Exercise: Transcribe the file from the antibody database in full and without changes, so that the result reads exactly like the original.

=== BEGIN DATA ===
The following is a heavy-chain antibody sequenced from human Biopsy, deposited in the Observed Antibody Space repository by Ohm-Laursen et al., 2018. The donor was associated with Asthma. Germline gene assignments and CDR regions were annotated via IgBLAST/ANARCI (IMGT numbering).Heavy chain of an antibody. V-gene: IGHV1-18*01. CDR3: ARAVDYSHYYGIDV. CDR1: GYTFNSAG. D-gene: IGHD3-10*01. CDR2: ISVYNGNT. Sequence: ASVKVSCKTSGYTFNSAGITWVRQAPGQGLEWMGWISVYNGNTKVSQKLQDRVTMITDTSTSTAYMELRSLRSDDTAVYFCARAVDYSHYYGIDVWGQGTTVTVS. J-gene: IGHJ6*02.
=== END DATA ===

The following is a heavy-chain antibody sequenced from human Biopsy, deposited in the Observed Antibody Space repository by Ohm-Laursen et al., 2018. The donor was associated with Asthma. Germline gene assignments and CDR regions were annotated via IgBLAST/ANARCI (IMGT numbering).Heavy chain of an antibody. V-gene: IGHV1-18*01. CDR3: ARAVDYSHYYGIDV. CDR1: GYTFNSAG. D-gene: IGHD3-10*01. CDR2: ISVYNGNT. Sequence: ASVKVSCKTSGYTFNSAGITWVRQAPGQGLEWMGWISVYNGNTKVSQKLQDRVTMITDTSTSTAYMELRSLRSDDTAVYFCARAVDYSHYYGIDVWGQGTTVTVS. J-gene: IGHJ6*02.